« PreviousContinue »
even at the right hand of God, who also maketh interceffion for us."*
How many things in the fcriptures; in Mofes, in the the prophets, in the law, in the gofpel, are dark and hard to be understood? But the hour cometh when the veil fhall be removed from our eyes; when the truth as it is in Jefus fhall ftand confeffed without a myftery; and fhall be feen and read of all men. "What" he doth, "ye know not now, but ye fhall know hereafter." "We know in part, and we prophefy in part. But when that which is perfect is come, then that which is in part fhall be done away." "For now we fee through a glafs, darkly; but then face to face now I know in part; but then fhall I know, even as alfo I am known."t
*Rom. viii. 32, 33, 34.
1 Cor. xiii. 12.
And it came to pass when Pharaoh had let the people go, that God led them not through the way of the land of the Philistines, although that was near; for God faid, Left peradventure the people repent when they fee war, and they return to Egypt. But God led the people about, through the way of the wilderness of the Red Sea. And the children of Ifrael went up harnessed out of the land of Egypt. And Mofes took the bones of Jofeph with him: for he had ftraitly fworn the children of Ifrael, Jaying, God will furely vifit you; and ye shall carry up my bones away hence with you. And they took their journey from Succoth, and encamped in Etham, in the edge of the wilderness. And the Lord went before them, by day in a pillar of a cloud, to lead them the way; and by night in a pillar of fire, to give them light; to go by day and night. He took not away the pillar of the cloud by day, nor the pillar of fire by night, from before the people.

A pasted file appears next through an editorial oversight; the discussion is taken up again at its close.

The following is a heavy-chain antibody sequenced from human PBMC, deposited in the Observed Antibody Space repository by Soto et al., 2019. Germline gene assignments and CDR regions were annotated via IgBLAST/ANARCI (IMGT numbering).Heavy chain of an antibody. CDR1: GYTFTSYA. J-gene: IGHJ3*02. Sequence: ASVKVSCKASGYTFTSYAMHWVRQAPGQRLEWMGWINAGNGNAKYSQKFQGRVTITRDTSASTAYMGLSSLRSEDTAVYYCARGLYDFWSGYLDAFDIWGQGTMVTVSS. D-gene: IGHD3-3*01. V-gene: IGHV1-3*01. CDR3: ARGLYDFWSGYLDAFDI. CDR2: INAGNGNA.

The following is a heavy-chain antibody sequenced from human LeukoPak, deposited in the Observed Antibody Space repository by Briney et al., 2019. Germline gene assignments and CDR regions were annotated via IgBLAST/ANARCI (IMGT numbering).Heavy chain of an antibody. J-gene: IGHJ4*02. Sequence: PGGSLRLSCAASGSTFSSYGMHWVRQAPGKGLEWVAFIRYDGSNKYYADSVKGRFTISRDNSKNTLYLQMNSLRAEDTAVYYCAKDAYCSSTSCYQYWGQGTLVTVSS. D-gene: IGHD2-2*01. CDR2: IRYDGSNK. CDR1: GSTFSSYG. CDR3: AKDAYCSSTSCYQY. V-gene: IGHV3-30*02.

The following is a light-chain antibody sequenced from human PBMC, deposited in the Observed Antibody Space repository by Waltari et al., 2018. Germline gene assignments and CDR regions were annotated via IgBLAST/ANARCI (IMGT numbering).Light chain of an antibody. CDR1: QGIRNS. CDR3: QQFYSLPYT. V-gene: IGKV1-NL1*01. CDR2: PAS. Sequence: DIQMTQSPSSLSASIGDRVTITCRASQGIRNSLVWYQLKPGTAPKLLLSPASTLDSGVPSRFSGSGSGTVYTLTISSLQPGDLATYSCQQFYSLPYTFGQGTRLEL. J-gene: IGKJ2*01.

ALL that weak, ignorant, erring man can know, is a few of the fmaller objects which are immediately around him; and of thefe but a few of the more obvious qualities which they poffefs, and the relations in which they stand to one another. Remove them but a little as to space or time, and they gradually disappear, till they are at length involved in total darkness.
The diftance of a few leagues terminates our vifion; the lapfe of a few years erafes all traces from our memory. The cloud of night conceals or changes the appearance of things the neareft to us, and the moft perfectly known. Here, we are dazzled and confounded by an excefs of light; there, we are checked and repulfed by dimnefs and obfcurity. The fun forbids us to behold his face by reafon of his fplendour; the earth and the ocean prefent to us but their furface; and the heavens oppofe to the eager eye a vault of cryftal, faying, "Hitherto fhalt thou come, but no further." We feel ourfelves hedged in, fettered, confined on every fide. And our condition in this refpect is that of every created, limited being. Open profpect after profpect; expand fyftem upon fyftem; add faculty to faculty; yet the profpect is bounded at length. Suns and worlds are capable of being numbered, and there is a height and depth till beyond, which the understanding of an angel cannot fathom.